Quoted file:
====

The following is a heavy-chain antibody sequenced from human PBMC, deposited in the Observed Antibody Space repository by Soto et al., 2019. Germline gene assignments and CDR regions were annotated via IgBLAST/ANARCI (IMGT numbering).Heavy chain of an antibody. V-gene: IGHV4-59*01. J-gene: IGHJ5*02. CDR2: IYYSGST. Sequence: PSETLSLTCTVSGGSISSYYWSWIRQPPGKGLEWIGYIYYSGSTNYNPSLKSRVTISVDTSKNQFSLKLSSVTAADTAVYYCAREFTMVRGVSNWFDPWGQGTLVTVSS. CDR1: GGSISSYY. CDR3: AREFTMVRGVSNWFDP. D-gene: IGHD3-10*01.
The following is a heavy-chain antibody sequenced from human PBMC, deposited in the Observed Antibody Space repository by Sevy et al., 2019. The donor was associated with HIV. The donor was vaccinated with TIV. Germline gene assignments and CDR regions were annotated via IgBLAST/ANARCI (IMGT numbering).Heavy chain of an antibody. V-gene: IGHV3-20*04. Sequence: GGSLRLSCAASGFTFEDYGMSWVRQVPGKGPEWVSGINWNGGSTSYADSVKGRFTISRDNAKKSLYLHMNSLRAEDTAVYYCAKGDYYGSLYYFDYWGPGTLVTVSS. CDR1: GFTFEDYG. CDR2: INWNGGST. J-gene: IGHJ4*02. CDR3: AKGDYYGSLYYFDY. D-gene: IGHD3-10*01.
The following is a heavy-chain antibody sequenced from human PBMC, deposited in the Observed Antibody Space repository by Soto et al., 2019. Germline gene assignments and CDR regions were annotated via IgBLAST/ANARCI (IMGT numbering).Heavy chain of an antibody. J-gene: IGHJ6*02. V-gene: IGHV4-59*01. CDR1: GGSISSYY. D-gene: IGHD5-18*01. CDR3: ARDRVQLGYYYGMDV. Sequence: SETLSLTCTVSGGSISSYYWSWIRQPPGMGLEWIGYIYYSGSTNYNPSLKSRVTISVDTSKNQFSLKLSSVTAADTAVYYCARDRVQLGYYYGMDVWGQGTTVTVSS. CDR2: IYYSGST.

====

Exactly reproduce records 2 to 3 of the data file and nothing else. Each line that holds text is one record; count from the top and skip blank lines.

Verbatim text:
The following is a heavy-chain antibody sequenced from human PBMC, deposited in the Observed Antibody Space repository by Sevy et al., 2019. The donor was associated with HIV. The donor was vaccinated with TIV. Germline gene assignments and CDR regions were annotated via IgBLAST/ANARCI (IMGT numbering).Heavy chain of an antibody. V-gene: IGHV3-20*04. Sequence: GGSLRLSCAASGFTFEDYGMSWVRQVPGKGPEWVSGINWNGGSTSYADSVKGRFTISRDNAKKSLYLHMNSLRAEDTAVYYCAKGDYYGSLYYFDYWGPGTLVTVSS. CDR1: GFTFEDYG. CDR2: INWNGGST. J-gene: IGHJ4*02. CDR3: AKGDYYGSLYYFDY. D-gene: IGHD3-10*01.
The following is a heavy-chain antibody sequenced from human PBMC, deposited in the Observed Antibody Space repository by Soto et al., 2019. Germline gene assignments and CDR regions were annotated via IgBLAST/ANARCI (IMGT numbering).Heavy chain of an antibody. J-gene: IGHJ6*02. V-gene: IGHV4-59*01. CDR1: GGSISSYY. D-gene: IGHD5-18*01. CDR3: ARDRVQLGYYYGMDV. Sequence: SETLSLTCTVSGGSISSYYWSWIRQPPGMGLEWIGYIYYSGSTNYNPSLKSRVTISVDTSKNQFSLKLSSVTAADTAVYYCARDRVQLGYYYGMDVWGQGTTVTVSS. CDR2: IYYSGST.